Harvard Pilgrim members can access virtual video visits with licensed doctors, psychologists and psychiatrists.

    Doctor on Demand Customer Support: 800-997-6196

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  • e-Psychiatry Telemedicine

    e-Psychiatry currently provides individuals, employers, clinics, hospitals and other mental health providers access to a online psychiatrist using telepsychiatry. We currently have several board certified psychiatrists and other mental health providers licensed in the state of Massachusetts.

    Telephone: 844-437-7924

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  • e-Psychiatry Telemedicine FAQ

    Frequently Asked Questions for e-psychiatry services.

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  • FEMA Coronavirus Rumor Control

    The purpose of this FEMA page is to help the public distinguish between rumors and facts regarding the response to coronavirus (COVID-19) pandemic. Rumors can easily circulate within communities during a crisis, stay informed with our updated myth vs. facts related to the federal (COVID-19) response.

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  • Frequently Asked Questions

    The Federation for Children with Special Needs has been a trusted resource for many decades for families of children with special needs and the professionals working with them. In this unsettling time, we will continue to support all of you by answering questions, problem-solving with partners and providing trusted resources and information. FCSN has developed the Frequently Asked Questions and Resources posted on this page.

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  • HealthPoint Plus

    We provide businesses and individuals with world-class telehealth services that save you time and money.

    General Representative Telephone: 978-515-CARE

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  • Helpline

    BAMSI’s Helpline links people in Plymouth County with essential services to help them achieve their basic needs.

    Helpline, in collaboration and partnership with community partners, acts as a community resource for individuals and families, particularly at times of financial instability.


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  • How to Avoid Passing on Anxiety to Your Kids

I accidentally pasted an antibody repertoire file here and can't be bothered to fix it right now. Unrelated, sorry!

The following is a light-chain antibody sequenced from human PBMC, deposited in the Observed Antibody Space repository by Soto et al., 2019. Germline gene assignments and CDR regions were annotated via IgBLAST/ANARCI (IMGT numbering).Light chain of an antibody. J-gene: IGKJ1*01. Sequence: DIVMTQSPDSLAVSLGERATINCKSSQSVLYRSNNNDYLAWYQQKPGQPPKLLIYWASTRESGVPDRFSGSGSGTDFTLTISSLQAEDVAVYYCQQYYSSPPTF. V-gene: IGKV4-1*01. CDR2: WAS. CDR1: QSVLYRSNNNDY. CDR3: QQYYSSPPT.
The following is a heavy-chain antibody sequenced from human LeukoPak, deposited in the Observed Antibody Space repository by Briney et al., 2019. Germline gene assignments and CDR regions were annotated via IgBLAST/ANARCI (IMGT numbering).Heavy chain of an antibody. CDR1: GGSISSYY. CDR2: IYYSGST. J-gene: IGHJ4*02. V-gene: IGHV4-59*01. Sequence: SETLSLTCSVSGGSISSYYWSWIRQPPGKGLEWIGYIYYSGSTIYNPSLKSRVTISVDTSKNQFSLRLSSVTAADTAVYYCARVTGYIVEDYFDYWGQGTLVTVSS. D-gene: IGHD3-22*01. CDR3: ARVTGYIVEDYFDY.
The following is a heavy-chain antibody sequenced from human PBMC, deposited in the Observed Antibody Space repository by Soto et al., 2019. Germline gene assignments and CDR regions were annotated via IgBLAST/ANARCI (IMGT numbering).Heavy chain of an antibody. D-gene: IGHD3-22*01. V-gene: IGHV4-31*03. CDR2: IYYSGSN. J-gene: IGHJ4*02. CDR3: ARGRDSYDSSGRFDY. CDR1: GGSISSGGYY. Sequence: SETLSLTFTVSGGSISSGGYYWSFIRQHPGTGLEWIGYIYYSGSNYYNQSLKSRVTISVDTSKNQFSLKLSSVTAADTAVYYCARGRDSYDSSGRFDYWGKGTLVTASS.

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    Use these tips from Mental Health First Aid to take care of your mental health while practicing physical distancing.

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  • Humane Society Coronavirus (COVID-19) FAQ

    We at the Humane Society of the United States are reeling from the changes happening in the world outside, as we know you are. We’re thinking about the people out there who are anxious, homebound or sick—and all of your animals too.

    This FAQ page will guide you through what you need to know to keep your pets health during the Coronavirus outbreak.

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    NPR created a comic just for kids that explains the Coronavirus using colorful illustrations and easy to understand language.

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  • Massachusetts Advocates For Chilldren

    All children have the right to a free and appropriate public education, including during the COVID-19 outbreak.

    Massachusetts Advocates For Children (MAC) is closely monitoring this rapidly evolving situation. Their resource page is being updated regularly as new information is provided.

    MAC's COVID-19 Education Helpline is open. If your child is facing barriers to their education in this challenging time, please call us at:

    617-357-8431 ext 3224 (English)
    617-357-8431 ext 3237 (Espanol)

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  • Massachusetts General Hospital Telehealth

    The Massachusetts General Hospital Center for TeleHealth enables community providers and Mass General clinicians to provide high-quality, coordinated care to patients and families through virtual technology including: phone, video, text, email, mobile applications and remote monitoring.

    General Telehealth: 617-724-2654

    Outpatient Psychiatry Department: 617-724-5600

    Outpatient Psychiatry Service Intake Access Line: 617-724-7792

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  • Massachusetts Health Connector Insurance Coverage

    Massachusetts Health Connector offers extended enrollment for uninsured individuals to ease coronavirus fears.

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  • Massachusetts Residents - Resources During COVID-19

    Resources and information for Massachusetts residents from the Office of the Attorney General. Topics include: your rights as an employee, health care and insurance, child care, student loans.

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    Information and resources from Mental Health America on maintaining your mental health during a time of crisis.